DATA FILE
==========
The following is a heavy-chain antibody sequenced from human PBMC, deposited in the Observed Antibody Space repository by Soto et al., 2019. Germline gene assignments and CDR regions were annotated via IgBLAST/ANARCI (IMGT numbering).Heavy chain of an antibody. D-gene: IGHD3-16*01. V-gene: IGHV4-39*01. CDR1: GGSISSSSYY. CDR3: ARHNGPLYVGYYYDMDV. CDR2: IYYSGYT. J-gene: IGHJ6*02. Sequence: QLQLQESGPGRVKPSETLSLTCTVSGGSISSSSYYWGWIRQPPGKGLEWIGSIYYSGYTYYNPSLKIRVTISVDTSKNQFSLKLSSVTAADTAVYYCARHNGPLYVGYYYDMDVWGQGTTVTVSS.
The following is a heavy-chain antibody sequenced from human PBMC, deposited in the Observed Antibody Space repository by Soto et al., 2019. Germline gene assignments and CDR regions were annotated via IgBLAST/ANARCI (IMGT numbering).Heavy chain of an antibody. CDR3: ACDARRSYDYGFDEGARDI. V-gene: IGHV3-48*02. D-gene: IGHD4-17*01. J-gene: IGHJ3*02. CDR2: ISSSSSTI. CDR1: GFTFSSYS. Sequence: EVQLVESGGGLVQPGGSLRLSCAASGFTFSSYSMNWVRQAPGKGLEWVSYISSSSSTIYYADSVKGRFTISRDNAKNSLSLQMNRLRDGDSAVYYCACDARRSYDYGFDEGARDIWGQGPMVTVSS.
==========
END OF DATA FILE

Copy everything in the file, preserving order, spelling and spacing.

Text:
The following is a heavy-chain antibody sequenced from human PBMC, deposited in the Observed Antibody Space repository by Soto et al., 2019. Germline gene assignments and CDR regions were annotated via IgBLAST/ANARCI (IMGT numbering).Heavy chain of an antibody. D-gene: IGHD3-16*01. V-gene: IGHV4-39*01. CDR1: GGSISSSSYY. CDR3: ARHNGPLYVGYYYDMDV. CDR2: IYYSGYT. J-gene: IGHJ6*02. Sequence: QLQLQESGPGRVKPSETLSLTCTVSGGSISSSSYYWGWIRQPPGKGLEWIGSIYYSGYTYYNPSLKIRVTISVDTSKNQFSLKLSSVTAADTAVYYCARHNGPLYVGYYYDMDVWGQGTTVTVSS.
The following is a heavy-chain antibody sequenced from human PBMC, deposited in the Observed Antibody Space repository by Soto et al., 2019. Germline gene assignments and CDR regions were annotated via IgBLAST/ANARCI (IMGT numbering).Heavy chain of an antibody. CDR3: ACDARRSYDYGFDEGARDI. V-gene: IGHV3-48*02. D-gene: IGHD4-17*01. J-gene: IGHJ3*02. CDR2: ISSSSSTI. CDR1: GFTFSSYS. Sequence: EVQLVESGGGLVQPGGSLRLSCAASGFTFSSYSMNWVRQAPGKGLEWVSYISSSSSTIYYADSVKGRFTISRDNAKNSLSLQMNRLRDGDSAVYYCACDARRSYDYGFDEGARDIWGQGPMVTVSS.